While each town, village and city within Murcia has its own traditions, and its unique way of celebrating Semana Santa, or Easter week, the essential essence of this week is a remembrance of the last week in the life of Jesus Christ, his crucifixion and resurrection.
For weeks before this one week, drums can be heard late into the night as preparations begin for the week of processions, the acts officially starting on Ash Wednesday, the first Wednesday of Lent, when the Cofradías formally ask permission from their councils to parade in the streets. This is called the "pedida" in some places.
As Lent begins, so do the Vía Crucis. These vary tremendously from place to place but are essentially an act of penitence in which participants visit the stations of the cross, a prayer and reading taking place at each station. (Please click Read More for full details)
The main body of activities begin on Viernes Dolores, followed by Palm Sunday, then processions throughout the week, concluding with the resurrection parade on Sunday morning.In Cartagena and Águilas, Viernes de Dolores is also the day of the Patrona, the patron saint of both locations, so there are floral offerings and other events running parallel to the Semana Santa programme.
The processions are organised by Cofradías, or Brotherhoods, and many date back hundreds of years. During the troubled years of Civil War in the 1930s, and the turbulent times of change which beset Spain in the 1970s following the death of General Franco, many Cofradias fell apart or were disbanded, but Semana Santa and its traditions have enjoyed a revival in the last few years, and some Cofradias have reformed or new ones started up as Spain revives inherited traditions.The larger Cofradias are subdivided into smaller units which each care for specific processions and their own sculptures, necessary as in some of the larger parades such as that of the Coloraos, the reds, in Murcia, 4000 people will walk together in the procession.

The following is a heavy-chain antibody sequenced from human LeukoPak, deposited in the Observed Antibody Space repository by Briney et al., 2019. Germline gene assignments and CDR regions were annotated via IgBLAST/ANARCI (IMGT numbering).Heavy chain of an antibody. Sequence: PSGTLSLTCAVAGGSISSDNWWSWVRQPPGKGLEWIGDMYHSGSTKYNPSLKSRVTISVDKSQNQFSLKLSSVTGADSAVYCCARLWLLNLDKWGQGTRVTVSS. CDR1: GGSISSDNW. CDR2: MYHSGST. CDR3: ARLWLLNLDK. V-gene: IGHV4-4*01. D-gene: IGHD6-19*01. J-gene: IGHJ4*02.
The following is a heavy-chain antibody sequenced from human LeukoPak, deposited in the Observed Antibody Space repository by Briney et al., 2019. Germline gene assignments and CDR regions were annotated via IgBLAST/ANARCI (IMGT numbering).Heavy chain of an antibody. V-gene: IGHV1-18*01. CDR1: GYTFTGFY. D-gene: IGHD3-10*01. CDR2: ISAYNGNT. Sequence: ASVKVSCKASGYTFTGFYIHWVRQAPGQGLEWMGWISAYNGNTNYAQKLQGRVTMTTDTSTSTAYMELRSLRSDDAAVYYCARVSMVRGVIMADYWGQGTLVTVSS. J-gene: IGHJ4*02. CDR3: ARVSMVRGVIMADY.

Each Cofradia has its headquarters, often a church or chapel, although some of the larger Cofradías also have substantial headquarter buildings in which to store their sculptured pasos, statues or the huge tronos on which they are carried in some places, and form the focal point of their processions, and each Cofradia has its own pasos, standards and tunics.
There are three types of pasos, an allegorical scene or a scene of the passion of Christ, known as a misterio, then the images of Christ, and thirdly the image of the suffering Virgin Mary, known as a dolorosa.
Some of these pasos are priceless, carved by the great sculptors of Spain: here in the Murcia Region youll see the name Salzillo cropping up from time to time, the greatest Baroque sculptor in Murcia. On the morning of Good Friday nine of his most magnificent pieces parade in whats become known as the "procession of the Salzillos" in Murcia city, although there are other pieces by the master dotted around the region. Many of the pieces which parade today are 20th century as so many masterpieces were destroyed in the early days of the Spanish Civil War.